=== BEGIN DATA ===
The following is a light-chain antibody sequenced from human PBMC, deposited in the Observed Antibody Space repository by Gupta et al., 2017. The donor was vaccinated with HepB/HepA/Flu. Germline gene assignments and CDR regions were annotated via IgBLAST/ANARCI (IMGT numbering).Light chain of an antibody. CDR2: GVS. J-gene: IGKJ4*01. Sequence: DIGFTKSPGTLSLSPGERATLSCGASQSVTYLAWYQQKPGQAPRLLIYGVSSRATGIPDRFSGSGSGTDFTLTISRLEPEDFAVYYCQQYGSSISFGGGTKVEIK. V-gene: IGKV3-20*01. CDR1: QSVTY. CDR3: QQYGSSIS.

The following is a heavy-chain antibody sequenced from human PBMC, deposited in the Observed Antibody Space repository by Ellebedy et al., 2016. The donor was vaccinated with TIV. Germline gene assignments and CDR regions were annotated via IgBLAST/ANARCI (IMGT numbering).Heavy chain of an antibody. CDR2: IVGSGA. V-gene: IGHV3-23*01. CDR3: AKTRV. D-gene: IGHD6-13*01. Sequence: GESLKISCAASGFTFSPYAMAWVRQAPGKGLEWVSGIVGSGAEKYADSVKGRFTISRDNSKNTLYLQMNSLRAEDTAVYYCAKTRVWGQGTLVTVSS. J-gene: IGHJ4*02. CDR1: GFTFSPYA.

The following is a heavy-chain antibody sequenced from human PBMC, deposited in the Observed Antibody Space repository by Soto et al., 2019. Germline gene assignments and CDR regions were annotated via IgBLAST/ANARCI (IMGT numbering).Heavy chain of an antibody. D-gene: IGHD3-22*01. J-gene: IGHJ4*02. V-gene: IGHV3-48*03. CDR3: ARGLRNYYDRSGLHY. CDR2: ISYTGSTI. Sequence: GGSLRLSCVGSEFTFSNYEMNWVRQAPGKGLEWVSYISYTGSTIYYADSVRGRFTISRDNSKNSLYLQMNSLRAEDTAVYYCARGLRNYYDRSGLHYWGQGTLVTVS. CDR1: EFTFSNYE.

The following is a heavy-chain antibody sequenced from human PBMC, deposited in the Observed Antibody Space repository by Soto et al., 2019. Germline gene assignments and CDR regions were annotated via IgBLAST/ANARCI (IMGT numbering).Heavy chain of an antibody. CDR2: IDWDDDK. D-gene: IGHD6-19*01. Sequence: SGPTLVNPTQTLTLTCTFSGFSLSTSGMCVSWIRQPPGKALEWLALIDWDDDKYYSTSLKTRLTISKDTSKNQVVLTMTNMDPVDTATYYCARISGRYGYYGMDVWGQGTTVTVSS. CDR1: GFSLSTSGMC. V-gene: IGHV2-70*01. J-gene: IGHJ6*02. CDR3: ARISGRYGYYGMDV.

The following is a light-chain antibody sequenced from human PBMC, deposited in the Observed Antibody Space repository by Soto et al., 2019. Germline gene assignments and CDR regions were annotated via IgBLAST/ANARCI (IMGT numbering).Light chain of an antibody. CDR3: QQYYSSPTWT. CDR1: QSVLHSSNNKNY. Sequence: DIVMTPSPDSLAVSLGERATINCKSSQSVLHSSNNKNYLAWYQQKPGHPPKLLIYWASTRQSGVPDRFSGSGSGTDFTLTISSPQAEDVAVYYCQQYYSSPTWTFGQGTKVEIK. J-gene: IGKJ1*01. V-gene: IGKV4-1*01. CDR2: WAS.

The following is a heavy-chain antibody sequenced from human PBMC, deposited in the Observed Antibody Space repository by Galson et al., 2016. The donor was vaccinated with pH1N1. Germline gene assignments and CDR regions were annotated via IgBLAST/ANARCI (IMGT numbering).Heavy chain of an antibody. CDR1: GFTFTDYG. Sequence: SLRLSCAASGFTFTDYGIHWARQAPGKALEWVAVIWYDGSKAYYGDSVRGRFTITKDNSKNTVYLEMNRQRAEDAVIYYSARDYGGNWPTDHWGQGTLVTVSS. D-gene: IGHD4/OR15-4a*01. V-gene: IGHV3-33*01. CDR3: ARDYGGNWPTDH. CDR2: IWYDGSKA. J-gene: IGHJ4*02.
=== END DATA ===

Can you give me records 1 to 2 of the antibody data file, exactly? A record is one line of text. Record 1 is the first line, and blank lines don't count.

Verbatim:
The following is a light-chain antibody sequenced from human PBMC, deposited in the Observed Antibody Space repository by Gupta et al., 2017. The donor was vaccinated with HepB/HepA/Flu. Germline gene assignments and CDR regions were annotated via IgBLAST/ANARCI (IMGT numbering).Light chain of an antibody. CDR2: GVS. J-gene: IGKJ4*01. Sequence: DIGFTKSPGTLSLSPGERATLSCGASQSVTYLAWYQQKPGQAPRLLIYGVSSRATGIPDRFSGSGSGTDFTLTISRLEPEDFAVYYCQQYGSSISFGGGTKVEIK. V-gene: IGKV3-20*01. CDR1: QSVTY. CDR3: QQYGSSIS.

The following is a heavy-chain antibody sequenced from human PBMC, deposited in the Observed Antibody Space repository by Ellebedy et al., 2016. The donor was vaccinated with TIV. Germline gene assignments and CDR regions were annotated via IgBLAST/ANARCI (IMGT numbering).Heavy chain of an antibody. CDR2: IVGSGA. V-gene: IGHV3-23*01. CDR3: AKTRV. D-gene: IGHD6-13*01. Sequence: GESLKISCAASGFTFSPYAMAWVRQAPGKGLEWVSGIVGSGAEKYADSVKGRFTISRDNSKNTLYLQMNSLRAEDTAVYYCAKTRVWGQGTLVTVSS. J-gene: IGHJ4*02. CDR1: GFTFSPYA.